MKTG630-1404B-02 : Applied Managerial Marketing (P1)
Mobile Manufacturing, Inc.
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Michelle Dietrich, president of Mobile Manufacturing, Inc. (MM), stared out of her third-floor window at the traffic below her San Jose, California office and said to herself, “This new product has to be right. If we can’t gain back a significant share of the mobile phone market with this product, MM is not going to be here next year.”
Michelle’s company made its debut in the mobile phone industry in 2002 when it invented the first mobile phone that could access the Internet. At the time, this gave MM a huge advantage over its major rivals.
Mobile Manufacturing, Inc.’s first successful product and initial public offering (IPO) in 2003 raised enough capital to help the firm develop new products, but since then, the technology giants have caught up with them. Although MM had some success with other products, it has not been able to match its initial success and distinguish itself from its rivals. MM—though it was the darling of the technology world in the early 2000s—was struggling to attract first-class employees and new investors; it was floundering in the market.
After several failed attempts at new products, Michelle hired Elena Steokovich, the top cell phone designer and engineer in Europe, to help design a new product. Elena knew her stuff when it came to phone product design, and she had worked with Michelle on MM’s first product. After stints with big-name competitors, she agreed to return to MM to help Michelle restart the product innovation engine.
“I know that just designing a good phone will not be enough,” thought Michelle. “Perhaps the most important question is: How do I know if anyone will buy our phone? Certainly market research will help us identify potential customers so that we can target them effectively, and careful analysis of the research findings will lead us to a good marketing plan. Yes, the marketing plan is the key. I need to know that the next phone we develop will meet the needs and wants of those who crave the latest and greatest technology in their mobile phones.” MM needed to get back a market share if it was to survive in a fiercely competitive environment.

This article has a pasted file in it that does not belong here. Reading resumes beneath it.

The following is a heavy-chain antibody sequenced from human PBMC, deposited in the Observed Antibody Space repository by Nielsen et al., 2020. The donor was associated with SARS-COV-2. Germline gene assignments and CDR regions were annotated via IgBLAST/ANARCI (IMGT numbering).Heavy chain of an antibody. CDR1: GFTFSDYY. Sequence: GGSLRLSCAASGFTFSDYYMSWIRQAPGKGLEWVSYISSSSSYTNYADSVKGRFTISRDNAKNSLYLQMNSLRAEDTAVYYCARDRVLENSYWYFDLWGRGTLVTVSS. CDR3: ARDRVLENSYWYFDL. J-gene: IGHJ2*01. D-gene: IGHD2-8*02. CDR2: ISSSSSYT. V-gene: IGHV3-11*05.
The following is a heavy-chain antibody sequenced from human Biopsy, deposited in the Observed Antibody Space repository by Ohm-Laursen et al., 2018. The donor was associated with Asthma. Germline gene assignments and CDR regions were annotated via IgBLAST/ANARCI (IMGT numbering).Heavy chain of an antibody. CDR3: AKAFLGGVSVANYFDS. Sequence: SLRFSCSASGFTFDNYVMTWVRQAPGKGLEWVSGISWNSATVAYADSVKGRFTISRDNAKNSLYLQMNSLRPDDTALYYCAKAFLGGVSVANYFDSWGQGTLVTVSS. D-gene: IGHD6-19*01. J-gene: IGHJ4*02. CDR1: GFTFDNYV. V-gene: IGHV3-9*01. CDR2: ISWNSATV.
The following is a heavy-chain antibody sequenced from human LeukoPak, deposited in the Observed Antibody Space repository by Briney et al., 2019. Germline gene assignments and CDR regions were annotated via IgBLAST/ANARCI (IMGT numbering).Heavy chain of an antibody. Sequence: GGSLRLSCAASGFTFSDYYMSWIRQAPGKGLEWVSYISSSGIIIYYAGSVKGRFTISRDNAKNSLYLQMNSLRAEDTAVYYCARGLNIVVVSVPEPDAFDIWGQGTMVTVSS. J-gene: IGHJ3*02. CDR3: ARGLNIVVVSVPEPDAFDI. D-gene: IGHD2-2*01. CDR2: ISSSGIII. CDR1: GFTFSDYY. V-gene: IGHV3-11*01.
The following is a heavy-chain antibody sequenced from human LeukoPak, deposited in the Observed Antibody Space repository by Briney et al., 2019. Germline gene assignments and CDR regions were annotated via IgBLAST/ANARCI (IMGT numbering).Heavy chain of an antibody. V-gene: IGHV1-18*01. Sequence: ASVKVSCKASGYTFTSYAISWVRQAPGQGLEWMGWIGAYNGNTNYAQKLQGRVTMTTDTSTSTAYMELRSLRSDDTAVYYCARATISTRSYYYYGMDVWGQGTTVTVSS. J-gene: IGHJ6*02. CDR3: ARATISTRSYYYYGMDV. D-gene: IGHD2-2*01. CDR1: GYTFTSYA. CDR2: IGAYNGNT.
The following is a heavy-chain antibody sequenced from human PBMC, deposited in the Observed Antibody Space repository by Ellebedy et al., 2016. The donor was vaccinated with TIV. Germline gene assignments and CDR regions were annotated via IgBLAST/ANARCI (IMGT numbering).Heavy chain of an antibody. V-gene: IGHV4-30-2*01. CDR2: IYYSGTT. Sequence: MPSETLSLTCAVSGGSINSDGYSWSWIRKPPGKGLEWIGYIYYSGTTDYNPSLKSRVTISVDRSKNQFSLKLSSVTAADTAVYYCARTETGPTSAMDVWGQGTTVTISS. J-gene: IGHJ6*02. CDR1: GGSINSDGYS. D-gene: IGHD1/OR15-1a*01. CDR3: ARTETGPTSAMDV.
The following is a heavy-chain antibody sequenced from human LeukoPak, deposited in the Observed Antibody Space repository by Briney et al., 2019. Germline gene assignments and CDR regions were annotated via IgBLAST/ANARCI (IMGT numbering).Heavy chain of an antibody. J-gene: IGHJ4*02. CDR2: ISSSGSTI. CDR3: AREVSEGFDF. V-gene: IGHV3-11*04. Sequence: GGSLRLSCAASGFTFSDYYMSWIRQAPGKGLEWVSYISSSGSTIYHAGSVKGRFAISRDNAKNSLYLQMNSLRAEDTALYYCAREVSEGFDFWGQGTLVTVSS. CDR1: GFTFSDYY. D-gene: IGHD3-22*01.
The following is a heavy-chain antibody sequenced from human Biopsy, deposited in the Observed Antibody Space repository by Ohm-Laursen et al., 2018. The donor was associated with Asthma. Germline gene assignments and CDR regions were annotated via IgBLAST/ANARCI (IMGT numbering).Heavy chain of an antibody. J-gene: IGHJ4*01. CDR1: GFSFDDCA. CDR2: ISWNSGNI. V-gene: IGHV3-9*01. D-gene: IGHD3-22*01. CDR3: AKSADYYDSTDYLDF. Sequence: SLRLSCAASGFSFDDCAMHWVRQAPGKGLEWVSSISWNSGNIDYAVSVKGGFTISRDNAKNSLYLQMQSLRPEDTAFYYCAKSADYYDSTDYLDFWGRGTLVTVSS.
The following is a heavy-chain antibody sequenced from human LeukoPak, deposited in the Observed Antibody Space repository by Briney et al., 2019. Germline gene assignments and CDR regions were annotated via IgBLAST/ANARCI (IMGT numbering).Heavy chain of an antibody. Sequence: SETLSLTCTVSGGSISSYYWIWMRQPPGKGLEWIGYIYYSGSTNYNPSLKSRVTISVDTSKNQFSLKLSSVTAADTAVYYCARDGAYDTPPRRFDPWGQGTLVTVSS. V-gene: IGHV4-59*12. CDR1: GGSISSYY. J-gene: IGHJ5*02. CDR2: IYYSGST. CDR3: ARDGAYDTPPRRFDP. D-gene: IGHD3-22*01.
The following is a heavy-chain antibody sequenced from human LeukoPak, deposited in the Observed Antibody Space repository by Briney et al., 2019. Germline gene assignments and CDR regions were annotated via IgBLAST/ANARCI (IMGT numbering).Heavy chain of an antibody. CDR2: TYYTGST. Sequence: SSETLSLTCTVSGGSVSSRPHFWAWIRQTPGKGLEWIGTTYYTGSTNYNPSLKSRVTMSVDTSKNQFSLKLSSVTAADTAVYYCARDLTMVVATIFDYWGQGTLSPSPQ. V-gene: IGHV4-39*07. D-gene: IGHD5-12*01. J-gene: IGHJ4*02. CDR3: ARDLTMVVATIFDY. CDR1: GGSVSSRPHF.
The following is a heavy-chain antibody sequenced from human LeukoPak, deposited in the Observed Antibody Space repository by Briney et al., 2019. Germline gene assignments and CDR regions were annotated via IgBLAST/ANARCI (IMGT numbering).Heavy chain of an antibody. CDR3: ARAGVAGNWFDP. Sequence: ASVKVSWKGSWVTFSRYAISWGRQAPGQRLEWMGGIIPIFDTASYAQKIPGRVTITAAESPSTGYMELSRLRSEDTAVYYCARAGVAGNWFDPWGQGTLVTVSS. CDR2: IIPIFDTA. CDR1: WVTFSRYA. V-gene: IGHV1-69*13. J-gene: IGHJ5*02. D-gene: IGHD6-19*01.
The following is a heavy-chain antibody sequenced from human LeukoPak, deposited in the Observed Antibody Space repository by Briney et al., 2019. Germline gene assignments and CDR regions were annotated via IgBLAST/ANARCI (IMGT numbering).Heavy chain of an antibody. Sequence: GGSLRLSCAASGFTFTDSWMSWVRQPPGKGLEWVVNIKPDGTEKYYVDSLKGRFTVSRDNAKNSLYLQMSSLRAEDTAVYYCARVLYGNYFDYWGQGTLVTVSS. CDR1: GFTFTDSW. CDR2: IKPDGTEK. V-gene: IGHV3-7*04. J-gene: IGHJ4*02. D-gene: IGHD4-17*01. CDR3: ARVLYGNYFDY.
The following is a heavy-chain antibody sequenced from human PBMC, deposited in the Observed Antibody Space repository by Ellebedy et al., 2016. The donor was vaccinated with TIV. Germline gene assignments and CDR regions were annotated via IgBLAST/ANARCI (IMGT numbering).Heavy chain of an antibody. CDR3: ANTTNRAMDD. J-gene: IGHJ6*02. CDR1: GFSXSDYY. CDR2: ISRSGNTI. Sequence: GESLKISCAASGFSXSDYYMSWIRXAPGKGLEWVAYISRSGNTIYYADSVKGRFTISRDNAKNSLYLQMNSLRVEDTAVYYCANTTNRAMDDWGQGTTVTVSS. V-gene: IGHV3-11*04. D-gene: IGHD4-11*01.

Michelle also knew the mobile phone and technology markets had changed drastically in other ways since MM first entered the market. There were new domestic and foreign companies competing, increased market demand driving prices down, and innovative products being introduced every year. Although some consumers were happy to try out the latest and greatest products, a large number of customers were suffering from feature fatigue, a term used to describe the tiring of the bells and whistles. The customers with feature fatigue just wanted to make phone calls to their family and their friends.
To help ensure that MM has the right marketing plan for its new mobile product, Michelle has hired you as her marketing consultant for this project. As the marketing consultant, you will be responsible for planning, organizing, and implementing the marketing plan for MM’s new product.
Note: All character and company names are fictional and are not intended to depict any actual person or business.
Assignment: Deliverable Length: 10–15 PowerPoint slides (each slide should include 200–250 words each with in-text citations in the notes section). Must include separate title and reference page.
Based on your discussions with Michelle, you have developed a clear picture of the environmental issues that will affect the initial release of the new product. As you compile your notes, the phone rings.
“Hi. This is Michelle. I want to touch base with you about your presentation to the board next week. Do you have any questions about the upcoming meeting?”
“Thanks for calling,” you say. “You have good timing. I was just reviewing my notes and working on my PowerPoint presentation. I think I’ve covered the areas we discussed at our last meeting. Do you have something else that you want me to include?”
“Oh, good,” says Michelle. “Yes, I’d like you to share 3 or 4 goals for the marketing project, too. You might want to lead with the goals, but I’ll leave that up to you. Naturally you’ll need to do some research to determine the types of goals that are relevant for a new product project like this. Be as specific as you can when outlining realistic expectations.
“Okay,” you say as you jot down more notes. “Anything else?”
“Just be sure to include your thoughts about whether we should develop a product that can be marketed world-wide. You know that is one of their main concerns. You’ll have about 30 minutes for your presentation. ”
“Will do. Thanks for the information. I think about 10–15 slides should be about right for a 30-minute presentation.”